Pray take heed that the polite term for the undead who feed upon the inconvenienced gentry in the delectable literary mash-up Pride and Prejudice and Zombies is ''unmentionables''; any term more graphic is considered too indelicate for mixed company. It's details like these they don't teach you in high school English-literature classes.
Now Seth Grahame-Smith has rectified that deficiency. The 21st-century screenwriter has taken the merry world established by a 19th-century literary lady, added a scourge of reanimated corpses, and created…well, a pop cultural phenomenon, certainly, and one that has stirred up a lot of excitement. But the greater achievement of the book may lie in the satisfying desire it awakens to read the remix and the original side by side.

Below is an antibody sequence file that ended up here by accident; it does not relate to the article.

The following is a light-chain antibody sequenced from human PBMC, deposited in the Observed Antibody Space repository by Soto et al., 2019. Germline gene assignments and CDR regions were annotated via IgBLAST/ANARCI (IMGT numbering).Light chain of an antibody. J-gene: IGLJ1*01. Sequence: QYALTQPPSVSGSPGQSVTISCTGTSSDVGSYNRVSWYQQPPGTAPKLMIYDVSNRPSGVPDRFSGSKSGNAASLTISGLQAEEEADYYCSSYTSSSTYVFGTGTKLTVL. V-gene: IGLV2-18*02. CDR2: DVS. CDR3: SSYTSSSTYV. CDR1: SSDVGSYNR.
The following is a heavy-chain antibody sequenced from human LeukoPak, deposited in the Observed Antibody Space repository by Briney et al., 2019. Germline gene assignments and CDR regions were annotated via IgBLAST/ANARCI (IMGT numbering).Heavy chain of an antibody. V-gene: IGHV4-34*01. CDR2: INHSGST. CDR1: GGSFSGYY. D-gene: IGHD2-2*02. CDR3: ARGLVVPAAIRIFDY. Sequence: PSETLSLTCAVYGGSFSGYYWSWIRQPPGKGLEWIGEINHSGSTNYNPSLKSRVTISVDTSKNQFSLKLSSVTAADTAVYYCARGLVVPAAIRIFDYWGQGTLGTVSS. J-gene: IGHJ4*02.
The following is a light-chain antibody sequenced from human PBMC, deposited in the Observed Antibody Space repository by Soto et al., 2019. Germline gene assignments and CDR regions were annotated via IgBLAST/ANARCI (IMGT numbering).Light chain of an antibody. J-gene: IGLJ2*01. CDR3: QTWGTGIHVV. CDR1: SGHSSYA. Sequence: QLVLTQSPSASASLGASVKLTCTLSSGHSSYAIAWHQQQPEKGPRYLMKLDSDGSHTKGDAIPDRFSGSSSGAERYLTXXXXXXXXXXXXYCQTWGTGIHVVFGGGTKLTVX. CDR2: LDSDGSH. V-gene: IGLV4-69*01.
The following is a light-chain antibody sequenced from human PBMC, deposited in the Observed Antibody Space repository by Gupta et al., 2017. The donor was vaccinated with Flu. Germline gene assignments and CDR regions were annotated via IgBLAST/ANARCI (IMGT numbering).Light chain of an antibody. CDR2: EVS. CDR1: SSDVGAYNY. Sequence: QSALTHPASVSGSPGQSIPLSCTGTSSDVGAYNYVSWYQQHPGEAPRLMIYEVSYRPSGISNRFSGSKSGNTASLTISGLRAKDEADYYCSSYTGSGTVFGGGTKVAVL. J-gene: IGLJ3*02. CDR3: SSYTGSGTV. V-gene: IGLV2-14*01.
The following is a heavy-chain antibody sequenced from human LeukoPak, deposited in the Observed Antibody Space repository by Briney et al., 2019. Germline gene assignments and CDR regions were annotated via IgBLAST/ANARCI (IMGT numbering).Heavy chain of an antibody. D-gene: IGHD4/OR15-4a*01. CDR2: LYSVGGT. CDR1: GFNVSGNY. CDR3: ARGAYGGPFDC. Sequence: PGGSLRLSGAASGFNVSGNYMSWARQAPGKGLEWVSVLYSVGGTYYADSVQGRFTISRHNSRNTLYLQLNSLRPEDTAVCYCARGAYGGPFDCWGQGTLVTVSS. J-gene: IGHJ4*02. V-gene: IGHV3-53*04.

Indeed, you'll miss out if you do not, so smartly does young Mr. Grahame-Smith insert himself in the thicket of curlicued manners that is Miss Austen's real comic theme. He cannibalizes her tale and then he inserts original scenes of tasteful mayhem, as Elizabeth Bennet and her Mr. Darcy, her sisters and Mr. Bingley, her prattling mother Bennet and forbearing papa do their thing. (Dear reader, there are ninjas, too.)
Let one morsel suffice: At a neighborhood ball, Elizabeth, Darcy, and Bingley come upon unmentionables feeding on some slaughtered servants. Says Mr. D: ''I don't suppose...that you would give me the honour of dispensing of this unhappy business alone. I should never forgive myself if your gown were soiled.'' Miss Bennet replies, ''The honour is all yours, Mr. Darcy.''
As Mr. G-S says, Mr. D ''cut the two zombies with savage yet dignified movements. He then made quick work of beheading the slaughtered staff, upon which Mr. Bingley politely vomited into his hands.'' O happy world even though, in the end, ''the dead continued to claw their way through crypt and coffin alike, feasting on British brains.'' Might we hope for a sequel? A–